The national annual average NO2 concentration in 2011 was 52 percent lower than that recorded in 1980 (Exhibit 1). Also shown on this graph are the 90th and 10th percentiles of NO2 concentrations based on the distribution of annual statistics at the monitoring sites. This provides additional graphical representation of the distribution of measured concentrations across the monitoring sites for a given year. Thus, for each year, the graphic displays the concentration range where 80 percent of measured values occurred. The highest annual average NO2 concentrations are typically found in urban areas. In addition, of the 75 sites used to determine the trend for annual average concentrations (out of 330 total monitoring sites that were operating in 2011), the number reporting NO2 concentrations above the level of the NO2 standard declined from six sites in 1981 to zero sites since 1992 (Exhibit 2). Annual average NO2 levels in all EPA Regions with trend sites have steadily decreased since 1980, with percent reductions over this time ranging from 37 percent in Region 8 to 60 percent in Region 5 (Exhibit 3). The decrease in NO2 concentrations in this indicator is consistent with the decreasing NOx emissions observed between 1990 and 2008 (the Nitrogen Oxides Emissions indicator).

The 98th percentile of 1-hour NO2 concentrations also exhibited a downward trend. From 1980 to 2011, the concentrations decreased by 59 percent across the 34 sites with sufficient data (Exhibit 4). Among these sites, the number reporting concentrations above the level of the 2010 1-hour NAAQS decreased from 15 sites in 1982 to zero sites since 2005 (Exhibit 5).

Limitations

  • Because ambient monitoring for NO2 occurs almost exclusively in high-traffic urban areas, the average concentrations presented in this indicator likely may not reflect NO2 levels in rural areas. Also, in rural areas, air mass aging could foster greater relative levels of peroxyacetyl nitrate (PAN) and nitric acid, which can cause a positive interference in NO2 measurements.
  • The measurement of NO2 is based on the conversion of NO2 to NO and the subsequent detection of NO using the chemiluminescence technique. Because there are other nitrogen-containing compounds, such as PAN and nitric acid, that can be converted to NO, the chemiluminescence technique may overestimate NO2 concentrations due to these interferences. Measurement devices with ultraviolet photolytic converters are less prone to interferences than devices with heated surfaces (or catalysts) upstream of the chemiluminescence detector, but are not in widespread use.
  • Because of the relatively small number of trend sites in some EPA Regions, the regional trends are subject to greater uncertainty than the national trends. Some EPA Regions with low average concentrations may include areas with high local concentrations, and vice versa. In addition, the 75 trend sites with sufficient data for annual trends are not dispersed uniformly across all states in the EPA Regions. The 75 sites are located in 21 states. In the remaining 29 states, there currently are insufficient long-term NO2 data from monitoring sites to include in this indicator.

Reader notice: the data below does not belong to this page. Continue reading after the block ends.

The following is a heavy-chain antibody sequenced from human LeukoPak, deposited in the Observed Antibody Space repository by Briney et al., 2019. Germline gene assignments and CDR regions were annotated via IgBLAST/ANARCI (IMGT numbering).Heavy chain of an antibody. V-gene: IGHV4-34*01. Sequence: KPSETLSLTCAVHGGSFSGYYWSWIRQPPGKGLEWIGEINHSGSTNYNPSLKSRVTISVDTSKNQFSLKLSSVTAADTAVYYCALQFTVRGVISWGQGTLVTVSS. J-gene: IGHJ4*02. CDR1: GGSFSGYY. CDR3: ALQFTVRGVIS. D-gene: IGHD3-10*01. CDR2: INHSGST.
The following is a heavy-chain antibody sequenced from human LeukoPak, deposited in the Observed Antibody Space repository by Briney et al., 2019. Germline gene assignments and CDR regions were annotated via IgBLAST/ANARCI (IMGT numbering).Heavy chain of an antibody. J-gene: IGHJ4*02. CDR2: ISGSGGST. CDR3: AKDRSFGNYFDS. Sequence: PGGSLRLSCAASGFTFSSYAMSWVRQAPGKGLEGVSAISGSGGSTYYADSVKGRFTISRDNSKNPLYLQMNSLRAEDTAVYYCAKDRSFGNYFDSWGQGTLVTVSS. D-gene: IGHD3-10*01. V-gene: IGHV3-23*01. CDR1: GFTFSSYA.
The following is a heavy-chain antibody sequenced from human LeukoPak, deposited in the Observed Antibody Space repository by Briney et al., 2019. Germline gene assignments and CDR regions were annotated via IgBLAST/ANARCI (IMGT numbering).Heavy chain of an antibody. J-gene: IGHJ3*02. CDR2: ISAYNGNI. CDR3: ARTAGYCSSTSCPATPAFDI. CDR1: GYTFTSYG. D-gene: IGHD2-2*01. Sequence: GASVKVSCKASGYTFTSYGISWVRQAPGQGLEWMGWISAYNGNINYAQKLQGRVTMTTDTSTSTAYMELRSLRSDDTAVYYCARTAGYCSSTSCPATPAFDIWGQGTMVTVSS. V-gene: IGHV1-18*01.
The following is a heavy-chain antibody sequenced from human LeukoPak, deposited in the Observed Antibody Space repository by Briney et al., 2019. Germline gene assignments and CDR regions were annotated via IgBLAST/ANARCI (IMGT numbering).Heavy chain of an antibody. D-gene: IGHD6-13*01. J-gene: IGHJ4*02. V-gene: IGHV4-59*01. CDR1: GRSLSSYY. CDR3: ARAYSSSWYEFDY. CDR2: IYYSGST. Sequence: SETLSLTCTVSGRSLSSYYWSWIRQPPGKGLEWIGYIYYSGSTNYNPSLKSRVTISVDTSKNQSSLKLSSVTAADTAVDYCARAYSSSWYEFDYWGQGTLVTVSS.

• To ensure that long-term trends are based on a consistent set of monitoring sites, selection criteria were applied to identify the subset of NO2 monitoring sites with sufficient data to assess trends since 1980. Monitoring sites without sufficient data are not included in the trend analysis. Some excluded monitoring sites reported NO2 concentrations above the level of the NO2 standard over the time frame covered by this indicator. In 2011, however, no monitoring sites in the U.S. measured annual average NO2 concentrations above the level of the NAAQS.

Data Sources

Summary data in this indicator were provided by EPA’s Office of Air Quality Planning and Standards, based on NO2 ambient air monitoring data in EPA’s Air Quality System (U.S. EPA, 2012) (http://www.epa.gov/ttn/airs/airsaqs/). National and regional trends in this indicator are based on the subset of NO2 monitoring stations that have sufficient data to assess trends since 1980.

For More Information


 

This page provides links to non-EPA websites that provide additional information about this topic. You will leave the EPA.gov domain, and EPA cannot attest to the accuracy of information on that non-EPA page. Providing links to a non-EPA website is not an endorsement of the other site or the information it contains by EPA or any of its employees. Also, be aware that the privacy protection provided on the EPA.gov domain (see Privacy and Security Notice) may not be available at the external link. Exit EPA Disclaimer

You will need the free Adobe Reader to view some of the files on this page. See EPA's PDF page to learn more.


Jump to main content.